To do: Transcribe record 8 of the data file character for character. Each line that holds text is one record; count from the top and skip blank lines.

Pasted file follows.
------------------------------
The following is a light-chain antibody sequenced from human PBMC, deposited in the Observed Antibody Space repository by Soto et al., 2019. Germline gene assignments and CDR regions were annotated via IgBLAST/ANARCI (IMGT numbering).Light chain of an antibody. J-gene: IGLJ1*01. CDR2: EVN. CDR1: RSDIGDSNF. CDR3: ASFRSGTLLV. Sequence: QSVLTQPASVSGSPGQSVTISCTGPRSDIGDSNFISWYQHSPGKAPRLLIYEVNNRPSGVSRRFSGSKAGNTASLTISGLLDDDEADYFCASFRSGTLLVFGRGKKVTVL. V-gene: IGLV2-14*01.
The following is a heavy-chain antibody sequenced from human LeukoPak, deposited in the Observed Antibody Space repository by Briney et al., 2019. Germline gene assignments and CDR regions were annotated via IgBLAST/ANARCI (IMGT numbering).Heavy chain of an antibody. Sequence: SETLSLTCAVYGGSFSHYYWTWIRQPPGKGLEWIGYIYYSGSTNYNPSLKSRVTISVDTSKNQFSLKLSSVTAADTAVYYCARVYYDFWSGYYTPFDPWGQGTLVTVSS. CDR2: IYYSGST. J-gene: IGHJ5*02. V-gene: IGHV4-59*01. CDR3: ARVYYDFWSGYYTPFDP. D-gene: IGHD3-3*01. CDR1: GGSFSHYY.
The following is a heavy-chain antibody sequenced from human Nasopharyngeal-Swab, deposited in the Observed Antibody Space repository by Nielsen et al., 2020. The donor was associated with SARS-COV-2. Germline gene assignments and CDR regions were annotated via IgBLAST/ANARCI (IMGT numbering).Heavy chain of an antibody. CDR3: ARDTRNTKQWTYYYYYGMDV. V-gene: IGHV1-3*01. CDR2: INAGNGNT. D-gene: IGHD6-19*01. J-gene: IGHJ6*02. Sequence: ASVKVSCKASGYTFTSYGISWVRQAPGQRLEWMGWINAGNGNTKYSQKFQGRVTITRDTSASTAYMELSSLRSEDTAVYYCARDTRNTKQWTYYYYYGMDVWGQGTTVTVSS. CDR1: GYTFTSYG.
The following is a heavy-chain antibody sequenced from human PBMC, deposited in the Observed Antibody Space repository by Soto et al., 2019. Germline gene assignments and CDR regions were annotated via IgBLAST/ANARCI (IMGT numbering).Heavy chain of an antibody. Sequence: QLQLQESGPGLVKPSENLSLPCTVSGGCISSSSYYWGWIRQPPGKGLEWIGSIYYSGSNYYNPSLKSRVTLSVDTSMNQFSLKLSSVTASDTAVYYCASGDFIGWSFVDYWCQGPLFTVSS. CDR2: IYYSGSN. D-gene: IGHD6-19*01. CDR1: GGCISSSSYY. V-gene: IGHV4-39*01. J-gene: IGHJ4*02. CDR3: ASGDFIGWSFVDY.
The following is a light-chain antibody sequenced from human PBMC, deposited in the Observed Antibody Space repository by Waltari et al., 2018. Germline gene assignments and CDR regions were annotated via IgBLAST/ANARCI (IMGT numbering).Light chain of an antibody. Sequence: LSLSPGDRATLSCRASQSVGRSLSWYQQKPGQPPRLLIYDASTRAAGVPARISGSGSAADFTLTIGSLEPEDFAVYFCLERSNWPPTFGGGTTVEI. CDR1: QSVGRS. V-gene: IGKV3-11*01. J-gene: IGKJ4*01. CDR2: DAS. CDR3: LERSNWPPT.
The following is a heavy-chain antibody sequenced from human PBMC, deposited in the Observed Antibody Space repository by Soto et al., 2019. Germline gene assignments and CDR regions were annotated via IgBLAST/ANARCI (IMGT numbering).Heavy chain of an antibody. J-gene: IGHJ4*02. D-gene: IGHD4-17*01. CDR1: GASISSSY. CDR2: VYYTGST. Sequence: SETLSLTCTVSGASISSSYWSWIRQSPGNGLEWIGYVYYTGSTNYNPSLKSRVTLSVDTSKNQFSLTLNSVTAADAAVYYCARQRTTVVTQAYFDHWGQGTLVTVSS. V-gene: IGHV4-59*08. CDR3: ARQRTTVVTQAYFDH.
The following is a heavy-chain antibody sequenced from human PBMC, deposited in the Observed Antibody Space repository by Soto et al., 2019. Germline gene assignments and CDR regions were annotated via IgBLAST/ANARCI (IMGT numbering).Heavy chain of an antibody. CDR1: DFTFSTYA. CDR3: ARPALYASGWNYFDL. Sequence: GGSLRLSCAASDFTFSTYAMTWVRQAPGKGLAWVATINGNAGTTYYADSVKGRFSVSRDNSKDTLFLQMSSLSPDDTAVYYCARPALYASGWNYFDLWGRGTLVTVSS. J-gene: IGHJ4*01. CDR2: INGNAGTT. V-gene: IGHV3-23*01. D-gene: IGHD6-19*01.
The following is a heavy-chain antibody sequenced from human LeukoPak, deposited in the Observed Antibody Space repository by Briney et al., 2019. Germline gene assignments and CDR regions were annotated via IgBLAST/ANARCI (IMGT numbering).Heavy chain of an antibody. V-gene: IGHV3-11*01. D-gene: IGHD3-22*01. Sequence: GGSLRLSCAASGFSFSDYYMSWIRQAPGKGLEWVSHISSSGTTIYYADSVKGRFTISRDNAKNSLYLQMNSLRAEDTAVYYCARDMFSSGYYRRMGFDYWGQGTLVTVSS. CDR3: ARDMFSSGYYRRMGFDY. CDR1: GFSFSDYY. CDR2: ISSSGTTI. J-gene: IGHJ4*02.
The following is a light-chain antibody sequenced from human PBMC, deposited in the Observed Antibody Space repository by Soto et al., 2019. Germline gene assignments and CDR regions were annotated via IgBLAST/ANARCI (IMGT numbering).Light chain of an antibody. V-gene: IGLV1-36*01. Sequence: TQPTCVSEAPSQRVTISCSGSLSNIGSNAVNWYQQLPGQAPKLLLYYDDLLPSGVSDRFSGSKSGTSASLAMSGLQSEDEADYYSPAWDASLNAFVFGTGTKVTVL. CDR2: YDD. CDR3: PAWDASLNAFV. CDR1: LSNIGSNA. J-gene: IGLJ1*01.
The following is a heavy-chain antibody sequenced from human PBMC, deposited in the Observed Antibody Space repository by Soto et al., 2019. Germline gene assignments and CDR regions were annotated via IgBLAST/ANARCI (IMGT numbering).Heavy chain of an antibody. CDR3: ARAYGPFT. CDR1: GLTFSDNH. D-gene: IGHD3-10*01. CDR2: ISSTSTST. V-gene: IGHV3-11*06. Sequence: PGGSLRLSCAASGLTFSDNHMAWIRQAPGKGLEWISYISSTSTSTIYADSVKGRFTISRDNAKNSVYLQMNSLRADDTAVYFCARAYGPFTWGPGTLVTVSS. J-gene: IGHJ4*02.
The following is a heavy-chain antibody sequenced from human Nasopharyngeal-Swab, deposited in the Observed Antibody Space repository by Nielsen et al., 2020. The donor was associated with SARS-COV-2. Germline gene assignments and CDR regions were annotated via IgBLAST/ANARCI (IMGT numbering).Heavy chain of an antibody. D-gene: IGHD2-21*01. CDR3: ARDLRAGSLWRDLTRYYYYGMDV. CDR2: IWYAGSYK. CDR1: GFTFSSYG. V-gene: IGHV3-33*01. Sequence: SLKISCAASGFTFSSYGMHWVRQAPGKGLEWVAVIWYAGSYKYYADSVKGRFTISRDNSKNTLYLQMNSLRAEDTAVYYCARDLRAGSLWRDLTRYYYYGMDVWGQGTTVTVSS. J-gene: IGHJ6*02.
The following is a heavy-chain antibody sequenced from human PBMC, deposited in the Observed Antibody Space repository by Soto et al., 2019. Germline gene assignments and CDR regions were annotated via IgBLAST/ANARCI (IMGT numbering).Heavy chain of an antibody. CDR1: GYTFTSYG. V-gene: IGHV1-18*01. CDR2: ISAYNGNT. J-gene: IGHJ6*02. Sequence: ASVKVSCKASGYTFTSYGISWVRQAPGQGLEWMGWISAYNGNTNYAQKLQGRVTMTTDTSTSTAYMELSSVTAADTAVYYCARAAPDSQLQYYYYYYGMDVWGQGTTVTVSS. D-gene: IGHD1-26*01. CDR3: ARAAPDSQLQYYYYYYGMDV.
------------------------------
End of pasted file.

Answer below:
The following is a heavy-chain antibody sequenced from human LeukoPak, deposited in the Observed Antibody Space repository by Briney et al., 2019. Germline gene assignments and CDR regions were annotated via IgBLAST/ANARCI (IMGT numbering).Heavy chain of an antibody. V-gene: IGHV3-11*01. D-gene: IGHD3-22*01. Sequence: GGSLRLSCAASGFSFSDYYMSWIRQAPGKGLEWVSHISSSGTTIYYADSVKGRFTISRDNAKNSLYLQMNSLRAEDTAVYYCARDMFSSGYYRRMGFDYWGQGTLVTVSS. CDR3: ARDMFSSGYYRRMGFDY. CDR1: GFSFSDYY. CDR2: ISSSGTTI. J-gene: IGHJ4*02.